“Four years ago, Naverus, which has been setting up satellite-based systems for airlines and airports worldwide, offered to create an R.N.P. approach at Bradley Airport and give it to the F.A.A. for use by any airline that wanted it. ….

“We would talk to people at the top of the F.A.A., and they were completely 100 percent on board with what we need to do,” (Naverus executive Steve) Fulton said. “But they had to communicate that to a complex bureaucracy so everyone had the same vision.”

Naverus was founded by Steve Fulton, a pilot at Alaska Airlines in 1994 who helped create the first R.N.P. routes. His startup was bought out by GE Aviation. Although they’ve got a low profile, General Electric is a big shark. Did you know GE is in the ATC business?

Naverus is the first and currently only organization recognized as an RNP Approval Consultant. “This announcement is an excellent example of how FAA and the private sector can work together to accelerate the environmental and economic benefits NextGen will bring,” said Marion Blakey, President and CEO of the Aerospace Industries Association. “We have high expectations this can lead to real, near-term improvements for airlines, passengers and the FAA alike,” she said.

Christine Negroni (CN), the author of that article, keeps the transcript of her interview with Steve Fulton (SF) online. She opens with a softball,

CN: I wondered if the real navigational challenge wasn’t airspace as much as dealing with a bureaucracy like the FAA. which has such a huge people intensive, technology- intensive…
SF: Right, recognizing that our challenges aren’t so much technical they’re more on the human, management of change process through human organizations…..

SF: The FAA, if you talk to people at the top of the FAA they are completely 100% onboard with all of the things we know we need to do. … They have the challenge of communicating that down through a very complex bureaucracy so everybody at all the levels and all the work groups have the same understanding of the technology and the same vision and kind of where we’re going and so it’s a bigger challenge than a simpler country with less infrastructure.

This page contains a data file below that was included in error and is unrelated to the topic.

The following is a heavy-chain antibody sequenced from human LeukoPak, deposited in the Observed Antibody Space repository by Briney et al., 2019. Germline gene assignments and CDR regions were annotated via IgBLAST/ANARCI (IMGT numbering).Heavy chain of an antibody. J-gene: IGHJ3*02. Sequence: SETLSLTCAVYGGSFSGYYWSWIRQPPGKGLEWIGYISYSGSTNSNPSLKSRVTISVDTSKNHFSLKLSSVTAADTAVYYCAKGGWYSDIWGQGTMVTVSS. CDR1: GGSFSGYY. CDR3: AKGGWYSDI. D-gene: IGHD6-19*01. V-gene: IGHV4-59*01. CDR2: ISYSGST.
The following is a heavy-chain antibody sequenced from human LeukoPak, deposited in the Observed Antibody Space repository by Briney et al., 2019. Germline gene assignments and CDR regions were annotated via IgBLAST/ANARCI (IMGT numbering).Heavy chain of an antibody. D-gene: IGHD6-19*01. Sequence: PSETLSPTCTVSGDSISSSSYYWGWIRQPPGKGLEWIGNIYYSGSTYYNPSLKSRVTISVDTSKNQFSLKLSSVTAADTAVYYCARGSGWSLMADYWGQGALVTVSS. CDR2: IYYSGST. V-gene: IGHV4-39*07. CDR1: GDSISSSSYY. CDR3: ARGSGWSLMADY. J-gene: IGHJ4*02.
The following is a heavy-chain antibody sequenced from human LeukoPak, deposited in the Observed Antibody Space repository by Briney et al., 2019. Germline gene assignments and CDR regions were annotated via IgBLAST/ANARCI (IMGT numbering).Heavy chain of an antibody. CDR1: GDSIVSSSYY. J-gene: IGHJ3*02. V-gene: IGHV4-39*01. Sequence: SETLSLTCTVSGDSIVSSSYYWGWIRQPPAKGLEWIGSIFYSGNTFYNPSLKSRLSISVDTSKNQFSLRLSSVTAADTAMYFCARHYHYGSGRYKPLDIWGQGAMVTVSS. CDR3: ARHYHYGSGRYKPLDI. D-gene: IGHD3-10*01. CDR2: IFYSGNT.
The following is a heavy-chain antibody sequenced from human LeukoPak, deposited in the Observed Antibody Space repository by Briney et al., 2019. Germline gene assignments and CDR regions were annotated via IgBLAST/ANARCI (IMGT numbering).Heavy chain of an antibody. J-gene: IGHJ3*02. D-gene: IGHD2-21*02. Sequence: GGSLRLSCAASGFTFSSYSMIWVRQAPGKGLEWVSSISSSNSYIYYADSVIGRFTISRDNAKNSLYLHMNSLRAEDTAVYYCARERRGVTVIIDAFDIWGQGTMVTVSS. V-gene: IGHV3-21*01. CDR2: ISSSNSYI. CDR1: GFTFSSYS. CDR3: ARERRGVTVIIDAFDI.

CN: Is Naverus’ goal to take over and become the airspace infrastructure provider like Lockheed does for flight services?
SF: Our goal, and this is what we’re communicating to the FAA and to the community right now is to offer our services to the FAA and we expect we will work alongside existing FAA resources. … The message that we’re communicating today is we’re ready; we’re here to bring commercial private enterprise resources into the work because we understand it’s going to be quite massive.

SF: Look at it from an airline perspective, their understanding that there’s going to be significant investment in airborne equipment to be able to participate in this upgraded air space and as they make those investments they want to make sure there’s a return on what they’ve invested.

What’s happens if there is no significant ROI? NextGen advocates have told the airlines, “If you buy this, you will profit”. What happens if there is no fabulous Maltese Falcon?

What did Marion Blakey say? We have high expectations this can lead to real, near-term improvements

Who is Steve Foster nominating for the fall guy? To paraphrase, It’s not technical, it’s a people problem. Headquarters gets this. It’s the field and the bureaucracy that’s holding us back. Naverus is ready to go!

The fall guy they’re nominating are the change resistant, unionized, overpaid, government LastGen field operations people. Hello, Wilmer Cook.